Tuesday, December 3, 2019

Logs dumped in front of Oakland businesses to deter overnight car camping. Log! It's big, it's heavy, it's wood.

East Bay Times (via Archive): Mysterious logs dumped in front of Oakland businesses to deter overnight car camping.
OAKLAND — They mysteriously appeared about a year ago — dozens of logs the length of cars, plopped in front of industrial businesses in a two-block stretch along West Oakland’s Poplar Street, between West Grand Avenue and 18th Street.

If the purpose behind the logs was to drive away the homeless who parked their RVs and other vehicles there, the strategy worked for the most part.

City officials say the logs have prevented crews from cleaning up the two blocks, yet they’ve done little to get them removed:
Councilmember Lynette Gibson McElhaney said she reached out to local business owners to find out who put the logs there, but no one would tell.

The city’s Public Works Department considers the logs an “intentional obstruction of the public right of way,” which is illegal, spokesman Sean Maher said. But Public Works has not reached out to the local business owners who may be responsible.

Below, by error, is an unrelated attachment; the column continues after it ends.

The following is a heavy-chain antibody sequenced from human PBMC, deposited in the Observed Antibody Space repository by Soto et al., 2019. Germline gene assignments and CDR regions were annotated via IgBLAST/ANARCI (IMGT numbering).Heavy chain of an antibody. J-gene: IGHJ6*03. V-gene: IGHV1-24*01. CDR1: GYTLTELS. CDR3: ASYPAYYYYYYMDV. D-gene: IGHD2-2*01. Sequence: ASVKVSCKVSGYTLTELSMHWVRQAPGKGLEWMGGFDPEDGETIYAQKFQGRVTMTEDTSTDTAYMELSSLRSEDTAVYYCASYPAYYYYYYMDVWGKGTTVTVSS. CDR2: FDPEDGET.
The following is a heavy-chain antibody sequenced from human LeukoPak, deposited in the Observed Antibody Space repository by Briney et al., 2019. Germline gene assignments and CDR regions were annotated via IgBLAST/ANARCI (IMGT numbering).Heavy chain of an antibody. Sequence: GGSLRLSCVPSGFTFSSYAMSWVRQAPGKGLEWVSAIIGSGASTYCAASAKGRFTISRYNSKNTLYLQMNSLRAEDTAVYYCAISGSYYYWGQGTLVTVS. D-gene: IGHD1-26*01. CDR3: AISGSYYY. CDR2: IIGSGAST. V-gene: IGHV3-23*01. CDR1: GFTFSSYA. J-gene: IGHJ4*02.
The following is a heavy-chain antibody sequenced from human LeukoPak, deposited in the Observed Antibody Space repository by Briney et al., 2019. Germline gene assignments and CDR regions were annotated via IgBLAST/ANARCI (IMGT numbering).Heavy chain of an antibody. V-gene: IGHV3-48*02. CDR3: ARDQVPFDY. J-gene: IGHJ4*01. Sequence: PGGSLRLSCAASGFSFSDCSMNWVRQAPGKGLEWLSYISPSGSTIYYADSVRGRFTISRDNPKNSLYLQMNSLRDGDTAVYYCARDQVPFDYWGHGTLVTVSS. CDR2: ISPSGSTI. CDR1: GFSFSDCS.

East Bay Community Law Center attorney Osha Neumann, who represents and advocates for homeless people, wonders if the city would treat RV dwellers with the same indifference as it does the logs.

There are all kinds of rules and city ordinances about illegal dumping, but I guess it’s OK to dump and obstruct if you’re doing it to obstruct homeless people from being there,” Neumann said.

The number of people living in cars, vans and RVs in Oakland has grown dramatically, from 618 in 2017 to 1,430 in 2019, according to the city’s biennial homeless count. Many have flocked to industrial areas like Poplar after being pushed out of other parts of the city.

McElhaney said the lack of complaints about the logs has made them a low priority for her office.
Most of the logs — they appear to be from oak trees — had their branches trimmed, and some have been tagged with graffiti. At about 2 feet in diameter and 8-10 feet long, they’re big enough to require a forklift or bulldozer to move.
Yes, it's the multi-purpose Log! And...It's big! It's heavy! It's wood!

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